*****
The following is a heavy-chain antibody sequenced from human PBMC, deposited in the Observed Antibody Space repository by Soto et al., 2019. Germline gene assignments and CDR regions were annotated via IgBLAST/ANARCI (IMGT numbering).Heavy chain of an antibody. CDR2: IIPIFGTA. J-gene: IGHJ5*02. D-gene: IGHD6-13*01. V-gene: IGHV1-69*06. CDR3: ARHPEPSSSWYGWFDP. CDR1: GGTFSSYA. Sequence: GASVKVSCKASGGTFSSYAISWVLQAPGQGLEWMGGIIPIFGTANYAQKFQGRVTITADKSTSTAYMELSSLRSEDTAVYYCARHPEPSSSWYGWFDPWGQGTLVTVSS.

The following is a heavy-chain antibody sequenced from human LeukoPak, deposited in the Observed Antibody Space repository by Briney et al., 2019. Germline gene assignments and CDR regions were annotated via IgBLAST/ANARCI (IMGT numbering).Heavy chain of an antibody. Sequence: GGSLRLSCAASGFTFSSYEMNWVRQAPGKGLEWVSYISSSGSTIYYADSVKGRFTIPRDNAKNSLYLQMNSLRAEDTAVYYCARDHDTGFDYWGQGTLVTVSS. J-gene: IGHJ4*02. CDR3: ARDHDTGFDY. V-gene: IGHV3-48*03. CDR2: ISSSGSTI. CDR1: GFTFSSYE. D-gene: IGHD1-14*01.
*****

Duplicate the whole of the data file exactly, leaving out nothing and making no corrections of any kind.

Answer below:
The following is a heavy-chain antibody sequenced from human PBMC, deposited in the Observed Antibody Space repository by Soto et al., 2019. Germline gene assignments and CDR regions were annotated via IgBLAST/ANARCI (IMGT numbering).Heavy chain of an antibody. CDR2: IIPIFGTA. J-gene: IGHJ5*02. D-gene: IGHD6-13*01. V-gene: IGHV1-69*06. CDR3: ARHPEPSSSWYGWFDP. CDR1: GGTFSSYA. Sequence: GASVKVSCKASGGTFSSYAISWVLQAPGQGLEWMGGIIPIFGTANYAQKFQGRVTITADKSTSTAYMELSSLRSEDTAVYYCARHPEPSSSWYGWFDPWGQGTLVTVSS.

The following is a heavy-chain antibody sequenced from human LeukoPak, deposited in the Observed Antibody Space repository by Briney et al., 2019. Germline gene assignments and CDR regions were annotated via IgBLAST/ANARCI (IMGT numbering).Heavy chain of an antibody. Sequence: GGSLRLSCAASGFTFSSYEMNWVRQAPGKGLEWVSYISSSGSTIYYADSVKGRFTIPRDNAKNSLYLQMNSLRAEDTAVYYCARDHDTGFDYWGQGTLVTVSS. J-gene: IGHJ4*02. CDR3: ARDHDTGFDY. V-gene: IGHV3-48*03. CDR2: ISSSGSTI. CDR1: GFTFSSYE. D-gene: IGHD1-14*01.